Tuesday, March 13, 2012

Film Test: Kodak Ektar 100 (The E-6 Killer?)

A somewhat atypical Ektar shot. Lots of light and little overexposure gives this a bit of a pastel look. The true colors of the scene were not nearly so vibrant, however.
Everyone was raving about Kodak's relatively new film, Ektar 100, so I had to give it a try myself. Kodak originally just released it in 35mm, but the film was so popular that they now carry it in 120 and large format, as well as 35mm. K and I were heading out to the Bay Area in California in October of last year for a marathon that she was running and to visit family, and I knew this would provide a perfect opportunity to test out the film. I bought five 36-exposure rolls of the stuff before the trip and shot all of them over the course of the week we were there.

Overall, I was really impressed with the film. As everyone else who as already been converted over to Ektar has already said, the film provides awesome color, extremely fine grain, is much more forgiving than slide film as to exposure and has a much wider exposure latitude than you will get with digital. It's not a perfect film - there is a little too much saturation for general purpose/snapshot photography for my taste, and it has nowhere near the exposure versatility that you would get with Kodak Portra 400 - but it appears to be a really spectacular film for landscape work.

With this film in their stable, and the generally niche market status of slide film these days, I don't think its any surprise that Kodak recently made the decision to discontinue the production of all consumer slide (E-6) films. While the film originally was only available in the "miniature" 35mm format, Kodak has really targeted this film to landscape photographers over the past year or so, and I have to think that the possibility of discontinuing the slide films was part of the impetus behind that push.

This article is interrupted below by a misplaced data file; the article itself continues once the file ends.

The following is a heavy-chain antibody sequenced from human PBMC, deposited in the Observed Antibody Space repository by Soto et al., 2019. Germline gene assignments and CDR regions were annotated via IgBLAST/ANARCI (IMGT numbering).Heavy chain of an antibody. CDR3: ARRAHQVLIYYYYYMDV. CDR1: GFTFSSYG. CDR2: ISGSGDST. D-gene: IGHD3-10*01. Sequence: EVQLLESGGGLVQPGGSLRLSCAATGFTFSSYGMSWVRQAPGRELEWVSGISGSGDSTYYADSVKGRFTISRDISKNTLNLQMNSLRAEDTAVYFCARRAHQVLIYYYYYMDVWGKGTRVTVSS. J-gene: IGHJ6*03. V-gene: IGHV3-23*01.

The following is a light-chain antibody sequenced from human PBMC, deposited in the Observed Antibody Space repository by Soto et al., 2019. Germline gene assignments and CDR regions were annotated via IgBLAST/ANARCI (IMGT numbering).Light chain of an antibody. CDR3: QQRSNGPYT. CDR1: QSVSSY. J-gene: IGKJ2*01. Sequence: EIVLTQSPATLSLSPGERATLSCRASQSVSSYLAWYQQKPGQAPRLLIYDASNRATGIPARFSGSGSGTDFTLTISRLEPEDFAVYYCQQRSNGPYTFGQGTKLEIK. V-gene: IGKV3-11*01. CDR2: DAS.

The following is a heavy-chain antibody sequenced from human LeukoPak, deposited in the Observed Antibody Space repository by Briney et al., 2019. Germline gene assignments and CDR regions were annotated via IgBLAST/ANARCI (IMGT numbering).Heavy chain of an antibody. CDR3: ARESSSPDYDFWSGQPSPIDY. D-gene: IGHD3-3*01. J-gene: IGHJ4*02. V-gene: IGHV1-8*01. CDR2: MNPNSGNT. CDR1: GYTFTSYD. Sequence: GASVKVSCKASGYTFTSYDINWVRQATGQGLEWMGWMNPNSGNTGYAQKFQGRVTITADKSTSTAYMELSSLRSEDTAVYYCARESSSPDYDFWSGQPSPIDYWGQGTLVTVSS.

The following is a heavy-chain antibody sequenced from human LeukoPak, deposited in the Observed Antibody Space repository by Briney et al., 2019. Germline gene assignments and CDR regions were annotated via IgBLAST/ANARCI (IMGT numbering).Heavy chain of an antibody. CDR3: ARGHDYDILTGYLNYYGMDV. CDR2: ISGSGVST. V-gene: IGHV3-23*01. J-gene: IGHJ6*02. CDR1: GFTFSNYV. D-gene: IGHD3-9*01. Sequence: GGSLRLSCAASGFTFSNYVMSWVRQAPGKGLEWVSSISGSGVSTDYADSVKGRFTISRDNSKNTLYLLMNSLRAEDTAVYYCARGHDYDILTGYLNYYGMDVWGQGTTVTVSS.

I am going to spread out the test shots over a few posts. The images in this post are all from a little park that is nearby to K's parents house, Benicia State Park. K went for a run and I hung out and played the part of the creepy guy in the bushes with a camera. Fun times.

If I was being more technical about my testing, I would have shot everything using a tripod and made several bracketing exposures for each image. If I really wanted to be technical, I would have shot the same scenes with one or two other films for direct comparison. I generally don't have the patience (or the wallet) for such testing, however, and this time was no exception. When I "test" a film, I just take it out shooting and see what I think when I look at the pictures. I generally use one company for all of my color film developing these days, and the rest of the post-processing is done by me, so I generally can expect any observed differences to be the result of the film and not some odd link in the processing chain. My impressions are highly subjective and not meant to be a technical review of the film. I know what I like for how I shoot, your mileage may vary.